In Paulo Coelho’s allegorical novel Aleph, a fictionalized version of the best-selling author embarks on a journey of self-discovery. After meeting a young and gifted violinist named Hilal, he realizes that she is the same woman he loved – and betrayed – five hundred years before.
While reincarnation, the belief that a person’s immortal soul transmigrates to a new body upon death, is popularly associated with Indian religious traditions, in fact it is a tenet of many faiths and philosophies around the world. In the past, the notion of reincarnation has been considered by the Greek philosophers, Buddhists, some forms of Islam and Christianity and countless others, and many people from all walks of life believe in it to this day. Reincarnation has found a foothold in popular culture as well, with the long-running science fiction series Doctor Who using a clever turn on the concept to explain the different actors who have played the eponymous doctor over the years.
Whether as revered religious belief, pop culture standby and, sadly, a tool for charlatans, reincarnation remains a perennial topic of interest. Let’s take a look at five of the most compelling real-life cases of reincarnation:
1. Bridey Murphy: In 1952, housewife Virginia Tighe was placed in a hypnotic trance, during which she recalled a previous life as a 19th century Irish woman named Bridey Murphy. Tighe’s story was compellingly detailed, and highly convincing – convincing enough that her hypnotist, Morey Bernstein, wrote a bestselling book titled The Search for Bridey Murphy. Unfortunately for Tighe and Bernstein, fans and skeptics alike started their own search for the deceased Murphy, and found little to corroborate the story. A later investigation into TIghe’s past revealed that she had been raised by her part Irish parents for the first three years of her life before being transferred to the care of her uncle. There was also the matter of an Irish immigrant who lived in her neighborhood. The neighbor’s name? Bridie Murphy Corkell. Tighe had indeed recalled a past life: her own long-forgotten childhood.
2. Arthur Flowerdew: As a young man, Arthur Flowerdew had often experienced visions of an exotic city on a cliff. Many years later, Arthur, by then a retired sea captain, was astonished to “see” the city of his youthful visions while watching a television program on the ancient Jordanian city of Petra. Astonished by Flowerdew’s apparent familiarity with the city, the Jordanian government flew him out to the ruins of the city for him to share his insights with archaeologists on site. Flowerdew, who insisted he had never read anything about the city or even heard about it until the television program that had jogged his memory, revealed an astonishing amount of detail about local landmarks and uncovered artifacts.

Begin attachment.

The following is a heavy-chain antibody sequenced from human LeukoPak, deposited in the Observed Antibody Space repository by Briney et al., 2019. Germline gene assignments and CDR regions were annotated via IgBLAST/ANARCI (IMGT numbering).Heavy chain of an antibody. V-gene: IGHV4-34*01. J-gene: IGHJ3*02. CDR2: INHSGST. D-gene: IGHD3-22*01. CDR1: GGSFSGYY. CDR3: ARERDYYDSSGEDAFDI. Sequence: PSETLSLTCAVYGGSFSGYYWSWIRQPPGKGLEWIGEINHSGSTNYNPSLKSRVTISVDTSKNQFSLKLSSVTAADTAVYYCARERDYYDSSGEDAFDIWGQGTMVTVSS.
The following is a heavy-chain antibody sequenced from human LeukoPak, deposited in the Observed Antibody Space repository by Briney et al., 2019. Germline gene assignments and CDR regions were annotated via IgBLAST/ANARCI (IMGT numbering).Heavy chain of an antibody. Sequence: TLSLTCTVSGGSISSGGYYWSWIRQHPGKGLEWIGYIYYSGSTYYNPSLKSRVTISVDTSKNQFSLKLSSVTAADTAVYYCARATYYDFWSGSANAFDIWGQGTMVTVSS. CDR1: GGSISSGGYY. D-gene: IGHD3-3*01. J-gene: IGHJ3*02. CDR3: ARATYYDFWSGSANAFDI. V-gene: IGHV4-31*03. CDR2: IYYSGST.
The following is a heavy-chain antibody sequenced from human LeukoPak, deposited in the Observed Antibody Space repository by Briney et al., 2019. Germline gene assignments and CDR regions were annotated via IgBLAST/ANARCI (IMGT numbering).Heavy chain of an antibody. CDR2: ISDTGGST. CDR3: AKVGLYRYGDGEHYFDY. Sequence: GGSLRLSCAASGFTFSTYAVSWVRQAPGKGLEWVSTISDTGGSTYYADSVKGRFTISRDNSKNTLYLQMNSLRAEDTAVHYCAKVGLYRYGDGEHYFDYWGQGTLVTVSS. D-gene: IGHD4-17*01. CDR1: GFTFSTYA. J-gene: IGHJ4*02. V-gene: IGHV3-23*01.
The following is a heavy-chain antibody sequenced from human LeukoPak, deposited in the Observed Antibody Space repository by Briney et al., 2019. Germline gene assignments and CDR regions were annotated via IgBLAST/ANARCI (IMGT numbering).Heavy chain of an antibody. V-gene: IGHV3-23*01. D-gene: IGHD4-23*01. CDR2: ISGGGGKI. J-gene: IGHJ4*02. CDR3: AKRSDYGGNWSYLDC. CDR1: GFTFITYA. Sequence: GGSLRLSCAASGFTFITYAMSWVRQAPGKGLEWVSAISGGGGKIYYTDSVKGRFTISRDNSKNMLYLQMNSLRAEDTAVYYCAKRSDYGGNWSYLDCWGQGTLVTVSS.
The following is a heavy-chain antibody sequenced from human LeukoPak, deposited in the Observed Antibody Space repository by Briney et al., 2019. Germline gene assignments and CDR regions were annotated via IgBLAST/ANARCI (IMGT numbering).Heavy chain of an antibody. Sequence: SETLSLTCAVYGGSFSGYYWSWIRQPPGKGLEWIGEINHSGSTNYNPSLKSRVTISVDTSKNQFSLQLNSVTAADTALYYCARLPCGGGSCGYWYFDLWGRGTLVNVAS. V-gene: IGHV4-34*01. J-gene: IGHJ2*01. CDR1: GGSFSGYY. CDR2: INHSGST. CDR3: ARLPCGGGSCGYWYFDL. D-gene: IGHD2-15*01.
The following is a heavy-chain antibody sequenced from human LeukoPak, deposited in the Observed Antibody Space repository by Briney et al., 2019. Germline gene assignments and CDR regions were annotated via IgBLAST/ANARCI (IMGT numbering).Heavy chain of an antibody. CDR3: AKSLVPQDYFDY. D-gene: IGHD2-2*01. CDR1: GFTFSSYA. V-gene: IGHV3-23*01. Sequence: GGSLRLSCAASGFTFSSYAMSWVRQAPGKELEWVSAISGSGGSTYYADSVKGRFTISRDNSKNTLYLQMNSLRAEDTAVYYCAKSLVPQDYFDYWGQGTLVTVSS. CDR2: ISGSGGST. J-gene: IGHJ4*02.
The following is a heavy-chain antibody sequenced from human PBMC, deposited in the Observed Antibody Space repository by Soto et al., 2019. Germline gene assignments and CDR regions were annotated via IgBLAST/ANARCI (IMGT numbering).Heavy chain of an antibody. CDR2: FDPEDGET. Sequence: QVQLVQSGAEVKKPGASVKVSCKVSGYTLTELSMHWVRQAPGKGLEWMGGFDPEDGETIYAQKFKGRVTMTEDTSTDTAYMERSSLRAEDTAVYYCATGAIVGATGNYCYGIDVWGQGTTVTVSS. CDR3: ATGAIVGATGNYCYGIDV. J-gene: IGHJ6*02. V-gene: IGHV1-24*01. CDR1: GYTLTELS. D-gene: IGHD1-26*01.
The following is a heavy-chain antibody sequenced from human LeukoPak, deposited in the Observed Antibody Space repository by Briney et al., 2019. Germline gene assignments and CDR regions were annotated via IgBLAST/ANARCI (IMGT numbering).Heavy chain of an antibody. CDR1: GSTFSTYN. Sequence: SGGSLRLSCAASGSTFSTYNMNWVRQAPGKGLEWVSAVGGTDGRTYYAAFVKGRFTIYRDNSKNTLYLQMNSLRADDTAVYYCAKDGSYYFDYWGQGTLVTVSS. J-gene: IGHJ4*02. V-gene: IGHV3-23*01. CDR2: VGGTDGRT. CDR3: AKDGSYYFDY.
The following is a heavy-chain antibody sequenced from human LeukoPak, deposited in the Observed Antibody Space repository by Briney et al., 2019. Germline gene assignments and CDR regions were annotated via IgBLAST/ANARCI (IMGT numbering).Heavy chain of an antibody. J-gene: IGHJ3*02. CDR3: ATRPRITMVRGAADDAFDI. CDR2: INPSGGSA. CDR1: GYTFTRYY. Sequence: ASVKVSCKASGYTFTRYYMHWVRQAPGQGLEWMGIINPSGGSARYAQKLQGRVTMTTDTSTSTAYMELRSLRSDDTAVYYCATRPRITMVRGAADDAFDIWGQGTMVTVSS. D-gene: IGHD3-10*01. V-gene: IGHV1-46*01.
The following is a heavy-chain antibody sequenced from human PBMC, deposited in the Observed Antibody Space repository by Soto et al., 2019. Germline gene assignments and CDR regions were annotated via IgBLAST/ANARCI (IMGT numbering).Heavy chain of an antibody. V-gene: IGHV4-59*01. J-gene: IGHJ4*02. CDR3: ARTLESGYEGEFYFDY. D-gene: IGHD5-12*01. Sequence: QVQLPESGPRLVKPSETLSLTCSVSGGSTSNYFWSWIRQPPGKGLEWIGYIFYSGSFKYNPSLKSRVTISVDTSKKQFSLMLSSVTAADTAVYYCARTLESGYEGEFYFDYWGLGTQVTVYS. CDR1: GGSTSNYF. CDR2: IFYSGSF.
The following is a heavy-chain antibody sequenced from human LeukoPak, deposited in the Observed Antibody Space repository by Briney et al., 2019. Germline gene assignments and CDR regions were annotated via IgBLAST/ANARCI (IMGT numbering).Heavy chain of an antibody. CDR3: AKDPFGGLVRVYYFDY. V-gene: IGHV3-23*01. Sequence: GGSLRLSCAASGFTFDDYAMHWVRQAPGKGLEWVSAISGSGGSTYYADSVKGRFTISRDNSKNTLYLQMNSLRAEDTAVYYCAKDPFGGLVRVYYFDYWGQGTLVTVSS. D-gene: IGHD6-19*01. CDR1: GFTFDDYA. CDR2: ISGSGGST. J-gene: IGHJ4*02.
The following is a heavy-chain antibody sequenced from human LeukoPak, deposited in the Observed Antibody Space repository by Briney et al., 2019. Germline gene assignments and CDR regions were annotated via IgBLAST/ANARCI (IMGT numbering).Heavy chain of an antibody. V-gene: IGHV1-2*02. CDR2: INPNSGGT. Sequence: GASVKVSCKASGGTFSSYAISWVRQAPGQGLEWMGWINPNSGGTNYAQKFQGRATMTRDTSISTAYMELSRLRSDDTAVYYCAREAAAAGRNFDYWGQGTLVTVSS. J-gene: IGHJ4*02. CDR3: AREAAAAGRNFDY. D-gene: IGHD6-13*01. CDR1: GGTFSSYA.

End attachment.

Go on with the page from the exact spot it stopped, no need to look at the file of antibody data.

3. Titu Singh: Young Titu Singh began to talk about his prior life in Agra, when he wasn’t even three years-old. He told his astonished parents that he had been a married businessman named Suresh Verma who had been shot and killed. So troubling was his recollections that eventually his older brother traveled north to the city to investigate. Much to his surprise, he found that young Titu’s story panned out. Things got stranger from there: Titu had a birthmark in the same spot that the murder victim had been shot, and apparently, he even recognized his old family. So convincing was his story that the local court judged that he was indeed the reincarnated murder victim.
4. “Jane Evans”: Hypnotherapist and reincarnation believer Arnall Bloxham recorded hypnosis session with hundreds of his patients, plying them to reveal details of their past lives. “Jane Evans” offered the most compelling testimony: a richly detailed account of seven lives lived and lost. Her testimony was recounted in a later book: More Lives than One? The Evidence of the Remarkable Bloxham Tapes. Critics felt that Evans’ story was more likely a case of cryptomnesia (forgotten memories returning but not being recognized as former memories) than reincarnation, but some people still believe Evans’ tale.
5. James Leininger: Six year-old James Leininger’s horrifying nightmares of crashing and burning alive in a downed airplane convinced his parents to take him to a therapist who believed in reincarnation. Through sessions with the therapist and conversations with his parents, Leininger story emerged: he was the reincarnation of a World War II pilot who had been shot down over Iwo Jima. Leininger’s experience became the basis for a book: Soul Survivor: The Reincarnation of a World War II fighter pilot.